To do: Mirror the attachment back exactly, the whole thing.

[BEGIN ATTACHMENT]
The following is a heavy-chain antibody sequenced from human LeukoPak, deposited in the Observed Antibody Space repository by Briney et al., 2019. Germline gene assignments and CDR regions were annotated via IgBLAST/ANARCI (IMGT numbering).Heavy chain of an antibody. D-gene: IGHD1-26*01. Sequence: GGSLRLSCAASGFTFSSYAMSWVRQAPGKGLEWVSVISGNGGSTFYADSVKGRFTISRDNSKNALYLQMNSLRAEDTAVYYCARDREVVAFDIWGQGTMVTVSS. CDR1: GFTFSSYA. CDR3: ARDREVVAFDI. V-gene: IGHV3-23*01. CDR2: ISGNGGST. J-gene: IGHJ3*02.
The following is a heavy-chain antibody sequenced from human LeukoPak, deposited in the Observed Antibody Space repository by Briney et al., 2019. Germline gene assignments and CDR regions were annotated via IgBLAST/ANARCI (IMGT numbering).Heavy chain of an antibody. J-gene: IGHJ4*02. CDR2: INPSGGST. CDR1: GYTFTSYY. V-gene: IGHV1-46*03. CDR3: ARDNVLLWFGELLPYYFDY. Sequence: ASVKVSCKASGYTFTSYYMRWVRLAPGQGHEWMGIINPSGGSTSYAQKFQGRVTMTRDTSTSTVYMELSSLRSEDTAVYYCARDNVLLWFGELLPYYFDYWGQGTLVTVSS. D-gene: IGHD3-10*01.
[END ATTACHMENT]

The following is a heavy-chain antibody sequenced from human LeukoPak, deposited in the Observed Antibody Space repository by Briney et al., 2019. Germline gene assignments and CDR regions were annotated via IgBLAST/ANARCI (IMGT numbering).Heavy chain of an antibody. D-gene: IGHD1-26*01. Sequence: GGSLRLSCAASGFTFSSYAMSWVRQAPGKGLEWVSVISGNGGSTFYADSVKGRFTISRDNSKNALYLQMNSLRAEDTAVYYCARDREVVAFDIWGQGTMVTVSS. CDR1: GFTFSSYA. CDR3: ARDREVVAFDI. V-gene: IGHV3-23*01. CDR2: ISGNGGST. J-gene: IGHJ3*02.
The following is a heavy-chain antibody sequenced from human LeukoPak, deposited in the Observed Antibody Space repository by Briney et al., 2019. Germline gene assignments and CDR regions were annotated via IgBLAST/ANARCI (IMGT numbering).Heavy chain of an antibody. J-gene: IGHJ4*02. CDR2: INPSGGST. CDR1: GYTFTSYY. V-gene: IGHV1-46*03. CDR3: ARDNVLLWFGELLPYYFDY. Sequence: ASVKVSCKASGYTFTSYYMRWVRLAPGQGHEWMGIINPSGGSTSYAQKFQGRVTMTRDTSTSTVYMELSSLRSEDTAVYYCARDNVLLWFGELLPYYFDYWGQGTLVTVSS. D-gene: IGHD3-10*01.